“I ended up falsely arrested and facing 15 years in jail, had 19 lawsuits filed against me all over the world by Scientology, was the almost victim of a near murder, was the subject of five disgusting anonymous smear letters sent to my family and neighbors about me, and endured constant and continual harassment for almost 15 years.”3

Scientology, as I’ve suggested, were never going to take Going Clear lying down. Earlier this year, they took out a full-page advert in the New York Times, criticizing both Gibney and HBO executive Sheila Nevins, comparing the documentary to the controversial, discredited Rolling Stone report on campus rape at the University of Virginia with an enormous headline reading, “Is Alex Gibney’s Upcoming HBO ‘Documentary’ a Rolling Stone/UVA Redux?”

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While Gibney countered that a full-page ad is the “chosen device of a business protecting market share, not [a] church protecting belief,”4 it’s still ironic (or apposite, depending on your mood) that Scientology’s legal threat has reportedly “curtailed”, marketing plans for the film’s UK screenings, while the distributors and exhibitors involved asked not to be named in recent reporting.5 Nevins, meanwhile, is unrepentant. “[Documentaries] don’t get full-page ads,” she said recently, “and when they do, they do really well…Scientology did their own commercial for us.”6

Scientology have also set up propaganda (or counterpropaganda, depending on your mood) websites and invested heavily in promoting them. Google “Alex Gibney” and you’ll find the top hit for the Oscar-winning filmmaker is a sponsored link to a Scientology website dedicated to attacking him and his collaborators. Each merits a dedicated page and bespoke video dismantling their characters, undermining their testimony but not directly countering their accusations. Gibney asserts in return that, “a careful investigation of the church’s claims will reveal that most of the misdeeds by critics… were committed on behalf of the Church of Scientology… These people are now repenting and the Church of Scientology wants to punish them.”7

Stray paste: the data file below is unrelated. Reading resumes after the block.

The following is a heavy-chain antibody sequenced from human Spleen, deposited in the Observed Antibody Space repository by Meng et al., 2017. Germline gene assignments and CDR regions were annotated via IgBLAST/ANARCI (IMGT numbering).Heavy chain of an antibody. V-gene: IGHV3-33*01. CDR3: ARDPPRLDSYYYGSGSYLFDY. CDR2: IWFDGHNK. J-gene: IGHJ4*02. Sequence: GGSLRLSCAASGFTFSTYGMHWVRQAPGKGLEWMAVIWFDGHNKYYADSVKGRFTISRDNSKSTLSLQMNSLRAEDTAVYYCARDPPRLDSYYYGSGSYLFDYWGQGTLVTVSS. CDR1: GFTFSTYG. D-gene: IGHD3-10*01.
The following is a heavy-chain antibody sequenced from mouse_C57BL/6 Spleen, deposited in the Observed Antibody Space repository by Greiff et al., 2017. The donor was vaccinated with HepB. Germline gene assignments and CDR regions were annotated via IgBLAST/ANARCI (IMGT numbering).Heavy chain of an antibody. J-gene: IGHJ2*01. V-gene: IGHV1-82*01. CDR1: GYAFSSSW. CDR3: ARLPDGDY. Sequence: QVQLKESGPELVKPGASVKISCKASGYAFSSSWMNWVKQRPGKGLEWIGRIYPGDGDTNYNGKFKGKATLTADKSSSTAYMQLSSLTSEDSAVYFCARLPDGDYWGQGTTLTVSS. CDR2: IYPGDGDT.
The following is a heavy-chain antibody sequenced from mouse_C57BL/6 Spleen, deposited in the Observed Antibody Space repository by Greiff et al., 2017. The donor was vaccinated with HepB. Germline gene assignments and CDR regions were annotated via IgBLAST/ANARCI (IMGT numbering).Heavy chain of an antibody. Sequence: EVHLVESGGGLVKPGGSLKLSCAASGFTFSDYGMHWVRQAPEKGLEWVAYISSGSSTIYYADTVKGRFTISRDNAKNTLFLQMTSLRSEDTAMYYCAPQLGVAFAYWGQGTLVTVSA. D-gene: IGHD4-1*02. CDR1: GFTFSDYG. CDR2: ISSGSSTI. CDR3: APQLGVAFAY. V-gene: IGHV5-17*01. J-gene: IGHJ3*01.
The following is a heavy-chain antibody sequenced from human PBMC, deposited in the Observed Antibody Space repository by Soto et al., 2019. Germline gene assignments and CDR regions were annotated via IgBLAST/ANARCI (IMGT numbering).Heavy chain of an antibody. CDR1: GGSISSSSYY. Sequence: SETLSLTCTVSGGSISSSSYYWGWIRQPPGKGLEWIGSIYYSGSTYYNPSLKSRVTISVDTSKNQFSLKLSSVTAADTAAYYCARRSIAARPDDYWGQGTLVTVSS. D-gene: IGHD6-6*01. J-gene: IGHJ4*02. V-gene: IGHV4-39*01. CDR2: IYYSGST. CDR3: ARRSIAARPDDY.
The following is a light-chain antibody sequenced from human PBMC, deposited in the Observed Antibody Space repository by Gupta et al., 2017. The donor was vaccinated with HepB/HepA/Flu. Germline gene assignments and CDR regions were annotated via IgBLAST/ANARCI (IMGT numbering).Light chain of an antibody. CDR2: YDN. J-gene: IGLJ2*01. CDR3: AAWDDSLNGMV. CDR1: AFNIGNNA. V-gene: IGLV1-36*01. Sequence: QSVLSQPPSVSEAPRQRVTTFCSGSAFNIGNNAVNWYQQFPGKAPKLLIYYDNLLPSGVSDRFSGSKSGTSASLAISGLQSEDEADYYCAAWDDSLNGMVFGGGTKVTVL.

The version of Going Clear we’re getting has reportedly been edited from the original US broadcast, although there are suggestions this may extend simply to on-screen legal disclaimers. Despite that, there are suggestions the Church are even now trying to block Going Clear’s cinema release entirely, meaning I might be wasting my time writing this. On the other hand, perhaps I’ll avoid the fate of the US film reviewers who received the following email:

“The above article concerning Going Clear, Alex Gibney’s film, was posted without contacting the Church for comment. As a result, your article reflects the film which is filled with bald faced lies. I ask that you include a statement from the Church in your article. There is another side to the story which has to be told. Do not be the mouthpiece for Alex Gibney’s propaganda.”8

Sean Welsh, June 2015
This article was originally commissioned as a programme note by GFT.


Footnotes

1. Hansard, 6th March, 1967
2. Alex Gibney, ‘Alex Gibney on Going Clear’s Archival Scientology Footage, Using Drones, and Why More People Need to Speak Out Against the Church’ by John Horn
3. Paulette Cooper, ‘The Scandal of The Scandal of Scientology
4. Alex Gibney, Twitter, 16th January, 2015
5. ‘Scientology doc to get UK release despite pressure’ by Andreas Wiseman
6. Sheila Nevins, ‘Here’s the moment HBO knew its Scientology doc ‘Going Clear’ would be a huge hit’ by Jason Guerrasio
7. Alex Gibney, ‘Church of Scientology targets film critics over Going Clear documentary’ by Ben Beaumont-Thomas
8. Ibid.